Migration, digitalisation and Brexit at European Council

When Prime Minister Stefan Löfven met his colleagues at the European Council meeting of 19–20 October, the heads of state or government adopted conclusions on migration, a Digital Europe, security and defence, and external relations. Afterwards, they discussed Brexit, without the participation of the UK.When Prime Minister Stefan Löfven met his colleagues at the European Council meeting of 19–20 October, the heads of state or government adopted conclusions on migration, a Digital Europe, security and defence, and external relations. Afterwards, they discussed Brexit, without the participation of the UK.

Stefan Löfven
Prime Minister Stefan Löfven met his colleagues at the European Council meeting of 19–20 October. Photo: Daniel Holmberg/The Permanent Representation of Sweden to the EU

Migration

The heads of state or government began the meeting by discussing migration. They agreed to continue the work on migration carried out so far in the EU, and to provide the proper support to Member States as necessary. In their conclusions from the meeting, the EU leaders also pointed out the importance of cooperation with countries of origin and transit, and called for further efforts to increase returns.

The European Council also reiterated the importance of vigilance on all migration routes and readiness to react to new trends. The Council undertook to ensure funding, including through the EU Emergency Trust Fund for Africa.

The EU leaders also said that they would return to the reform of the Dublin system and the issue of responsibility and solidarity at the European Council meeting in December, and seek to reach a consensus during the first half of 2018.

Digital Europe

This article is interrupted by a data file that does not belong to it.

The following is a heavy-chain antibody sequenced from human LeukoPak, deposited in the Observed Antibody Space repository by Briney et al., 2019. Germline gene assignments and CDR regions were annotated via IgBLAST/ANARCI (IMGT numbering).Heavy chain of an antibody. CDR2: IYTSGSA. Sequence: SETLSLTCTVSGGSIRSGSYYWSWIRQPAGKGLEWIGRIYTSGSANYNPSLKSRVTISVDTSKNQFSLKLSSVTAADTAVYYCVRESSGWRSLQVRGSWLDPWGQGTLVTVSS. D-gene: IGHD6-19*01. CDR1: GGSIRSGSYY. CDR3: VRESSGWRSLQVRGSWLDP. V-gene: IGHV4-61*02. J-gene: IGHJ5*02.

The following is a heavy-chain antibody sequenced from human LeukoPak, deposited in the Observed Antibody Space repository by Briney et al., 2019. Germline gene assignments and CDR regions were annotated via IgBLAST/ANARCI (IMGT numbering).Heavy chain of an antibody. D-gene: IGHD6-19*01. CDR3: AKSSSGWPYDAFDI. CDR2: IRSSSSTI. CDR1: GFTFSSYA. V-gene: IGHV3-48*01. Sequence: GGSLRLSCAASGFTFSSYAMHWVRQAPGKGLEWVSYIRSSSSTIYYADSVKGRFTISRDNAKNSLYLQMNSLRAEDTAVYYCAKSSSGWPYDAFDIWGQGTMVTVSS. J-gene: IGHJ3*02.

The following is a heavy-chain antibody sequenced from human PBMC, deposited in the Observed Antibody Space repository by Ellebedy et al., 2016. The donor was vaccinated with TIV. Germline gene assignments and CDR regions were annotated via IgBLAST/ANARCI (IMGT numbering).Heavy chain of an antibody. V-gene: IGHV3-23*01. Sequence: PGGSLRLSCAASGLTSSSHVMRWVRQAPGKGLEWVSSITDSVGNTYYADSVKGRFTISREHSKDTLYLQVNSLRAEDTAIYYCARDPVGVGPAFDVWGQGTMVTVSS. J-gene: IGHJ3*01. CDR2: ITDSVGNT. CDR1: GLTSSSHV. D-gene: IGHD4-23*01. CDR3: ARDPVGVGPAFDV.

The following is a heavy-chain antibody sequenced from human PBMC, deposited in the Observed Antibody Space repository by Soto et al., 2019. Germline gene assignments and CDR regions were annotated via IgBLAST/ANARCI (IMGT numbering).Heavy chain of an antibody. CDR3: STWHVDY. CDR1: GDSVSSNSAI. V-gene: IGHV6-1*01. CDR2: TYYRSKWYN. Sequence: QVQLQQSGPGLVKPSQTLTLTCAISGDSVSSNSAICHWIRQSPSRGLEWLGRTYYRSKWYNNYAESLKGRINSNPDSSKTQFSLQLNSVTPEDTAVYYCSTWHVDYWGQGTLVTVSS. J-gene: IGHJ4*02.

The EU leaders followed up on the Tallinn Digital Summit and emphasised that digitalisation offers immense opportunities for more jobs, growth, and global competitiveness. To build a Digital Europe, the EU needs a future-oriented regulatory framework, a first rate e-infrastructure, a common approach to cybersecurity, and training and education systems that are fit for the digital age. It is also important that funding opportunities are available for research and innovation that support a Digital Europe.

Security and defence

The EU leaders welcomed the progress made to reach agreement on enhanced security and defence cooperation, and look forward to the launch of a Permanent Structured Cooperation (PESCO) in the area of defence at the European Council meeting in December.

North Korea, Iran and Turkey

The European Council held a debate on relations with Turkey. It also reaffirmed its commitment to the nuclear deal between the EU and Iran. The Council also urged North Korea to abandon its missile programmes and stressed that lasting peace must achieved through peaceful means.

Brexit

The European Council welcomed the progress made in the negotiations. This applies to the first phase, regarding citizen’s rights, and how concerned citizens and their family members can be guaranteed the rights they currently enjoy as EU citizens, even after Brexit.

The Council also acknowledged that the EU and the UK have made progress on convergence on objectives and principles concerning Ireland, primarily as regards protecting the Good Friday Agreement and maintaining the Common Travel Area. With regard to the UK’s financial obligations, the European Council noted that it was waiting for greater clarity from the UK.

At its next session in December, the European Council will reassess the state of progress in the negotiations. If sufficient progress has been achieved, the Council will adopt additional guidelines on the EU’s future relationship with the UK and possible transitional arrangements. Prime Minister Stefan Löfven represented Sweden at the meeting in Brussels.